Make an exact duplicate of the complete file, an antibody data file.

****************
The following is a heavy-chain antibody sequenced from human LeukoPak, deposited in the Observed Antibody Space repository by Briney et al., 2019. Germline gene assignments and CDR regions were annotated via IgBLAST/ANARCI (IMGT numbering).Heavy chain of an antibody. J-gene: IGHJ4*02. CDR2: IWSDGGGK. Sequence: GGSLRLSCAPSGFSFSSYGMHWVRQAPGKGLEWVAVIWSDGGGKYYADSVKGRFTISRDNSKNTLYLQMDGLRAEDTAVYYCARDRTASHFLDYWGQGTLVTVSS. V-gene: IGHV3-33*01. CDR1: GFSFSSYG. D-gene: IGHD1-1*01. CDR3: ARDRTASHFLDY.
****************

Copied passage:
The following is a heavy-chain antibody sequenced from human LeukoPak, deposited in the Observed Antibody Space repository by Briney et al., 2019. Germline gene assignments and CDR regions were annotated via IgBLAST/ANARCI (IMGT numbering).Heavy chain of an antibody. J-gene: IGHJ4*02. CDR2: IWSDGGGK. Sequence: GGSLRLSCAPSGFSFSSYGMHWVRQAPGKGLEWVAVIWSDGGGKYYADSVKGRFTISRDNSKNTLYLQMDGLRAEDTAVYYCARDRTASHFLDYWGQGTLVTVSS. V-gene: IGHV3-33*01. CDR1: GFSFSSYG. D-gene: IGHD1-1*01. CDR3: ARDRTASHFLDY.